Writers in Business and Industry are not generally paid by the word, yet one might think otherwise considering the length of many Business Communications.
Of course, most business people would readily agree that the most effective letters, memos, and reports are those that are written clearly and succinctly. That being said, one has to question why any writer would feel compelled to fill a communication with a lot of unnecessary text. In other words, why write a book when a chapter will do?
Granted, communicators need to write expansively enough in order to properly cover a subject, but many times wordiness is taken to the extreme. The reasons for this are debatable, but most would seem to fall under one or more of the following categories:
* Believing that brevity means unimportant
* Mimicking the Organizational Writing Style
* Engaging in “Spin” tactics
* Having an unclear writing objective
* Showcasing one’s writing talents
While each of these reasons are different, they all share the common pitfall of placing the writer’s agenda ahead of the needs of their readers. An effective way to combat this is for writers to follow a writing process that builds interest and readability from the outset. The following ten steps outlines such a process:
1. Highlight the subject of the communication in precise terms.
2. Use bullets to outline key points.
3. Expand on the key points without resorting to hype or innuendo.
4. Amend for brevity by eliminating “nuts and bolts” details.
5. Enhance clarity – resist overusing jargon, buzzwords, and acronyms.
6. Avoid over-complicated charts and tables
7. Make the text easy to read with indents and paragraphs.
8. Use vocabulary wisely by sticking with common Business Language.
9. Proof, edit and condense before finalizing.
10. Reality-test the communication with others before publishing.
As you can see, these steps do not represent anything new for most experienced writers. But what they do represent is a reminder of how to compose Business Communications that are focused, readable, and informative.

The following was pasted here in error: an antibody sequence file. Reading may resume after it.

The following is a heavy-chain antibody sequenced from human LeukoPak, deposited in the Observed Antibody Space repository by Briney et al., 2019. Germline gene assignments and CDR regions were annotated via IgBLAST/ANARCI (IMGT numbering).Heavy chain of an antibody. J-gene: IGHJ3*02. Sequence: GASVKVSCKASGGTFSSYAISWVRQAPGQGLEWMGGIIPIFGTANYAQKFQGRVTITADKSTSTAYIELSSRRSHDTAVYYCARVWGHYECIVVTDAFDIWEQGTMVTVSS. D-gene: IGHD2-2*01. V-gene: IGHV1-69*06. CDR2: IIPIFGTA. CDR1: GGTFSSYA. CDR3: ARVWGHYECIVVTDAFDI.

A related area that is largely ignored by many Business Communicators is “reading level”. While generally not an issue when communications are directed at a specific readership, it can be a serious problem when communicating en masse to a modern diverse workforce.
More a cultural issue than a question of formal education, many employees, both native and foreign-born, often find themselves at a disadvantage due to a basic unfamiliarity with business-oriented language. What this means is that the burden falls on writers to craft communications that will be readable and understandable to a broad audience.
The best advice is to write at the level of a typical newspaper article. For the most part, this level of writing, by design and necessity, is meant for a broad readership, i.e., it is professional and informative without being showy or condescending — a writing style that should be the aim of any Business Communicator.
This is not to suggest that communicators need to “dumb down” their writing with slang and colloquialisms, but what it does suggest is that unless you are drafting a specialized communication for a select audience, it is best to refrain from using words and terms that are more appropriate for the Board Room or Annual Report.
In the end, be mindful that not everyone who reads your communications may be as proficient as you with the subtleties of written language. Effective Business Communicators understand this implicitly and adjust their writing accordingly. Do you?